There is also a bill to disallow, statewide, any marijuana business on property zoned R-5. That designation may be logical for residential zones, but certainly are not necessary in rural zones that presently allow other forms of commerce.

Q:   How will 2015 set us up for the 2016 national elections?

A: From a national perspective, 2016 looks to be a game changer for marijuana reform. First of all, this year (2015), California will have at least one successful citizen proposition qualify for the ballot. It will win, as it will be tailored conservatively (relative to CA) to get the largest percentage of voters possible, much like I-502. And as California goes, so goes the country.

Second, 2015 will see some movement in the US congress, probably in regards to the issue of banking. On the front lines of that is WA’s own Denny Heck, who, as a freshman Representative last year, took the lead to sponsor the marijuana banking act. We can anticipate similar legislation this year and hopefully, with the addition of Oregon and Alaska (not to mention D.C.) along with several more states bound to legalize in the next few years, we will see a banking bill get traction.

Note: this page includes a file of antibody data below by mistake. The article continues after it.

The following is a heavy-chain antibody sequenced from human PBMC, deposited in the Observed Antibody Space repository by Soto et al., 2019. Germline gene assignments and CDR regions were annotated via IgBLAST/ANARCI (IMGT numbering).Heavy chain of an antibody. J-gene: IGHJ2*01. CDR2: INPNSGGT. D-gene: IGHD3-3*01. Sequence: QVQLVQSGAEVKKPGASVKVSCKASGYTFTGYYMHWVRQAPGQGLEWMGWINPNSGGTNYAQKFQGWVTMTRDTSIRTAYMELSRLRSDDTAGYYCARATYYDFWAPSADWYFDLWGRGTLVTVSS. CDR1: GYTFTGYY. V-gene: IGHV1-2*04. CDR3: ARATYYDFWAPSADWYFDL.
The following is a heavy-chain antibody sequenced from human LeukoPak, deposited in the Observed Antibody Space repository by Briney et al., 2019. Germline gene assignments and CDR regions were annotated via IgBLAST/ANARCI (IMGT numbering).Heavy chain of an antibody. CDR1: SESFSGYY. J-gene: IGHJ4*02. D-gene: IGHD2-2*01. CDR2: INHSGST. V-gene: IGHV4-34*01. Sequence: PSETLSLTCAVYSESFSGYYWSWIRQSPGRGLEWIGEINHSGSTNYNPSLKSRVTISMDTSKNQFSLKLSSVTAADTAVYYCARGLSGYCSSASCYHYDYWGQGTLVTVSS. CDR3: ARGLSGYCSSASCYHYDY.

Finally, it is entirely possible that President Obama could re-schedule marijuana after the 2016 election, which would allow pharmaceutical companies to market patented cannabinoid products within the frame work of modern western medicine.

Washington’s Bumpy Start Selling Pot Was A ‘Dress Rehersal’; Now It’s Ready For The Big Time

WASHINGTON:  Washington has stumbled a few times in implementing Initiative-502, which legalized the use and sale, as well as taxation, of recreational marijuana.

The Evergreen State and Colorado were the first states in the nation to legalize recreational marijuana, in the November 2012 elections. Washington’s first legal marijuana sale occurred in July 2014.

Criticism over Washington’s implementation of I-502 began when dispensaries quickly (some within hours of opening) ran out of marijuana to sell. And no supply surge was in sight in the weeks that followed. Media headlines such as “Weedless in Seattle” were widespread.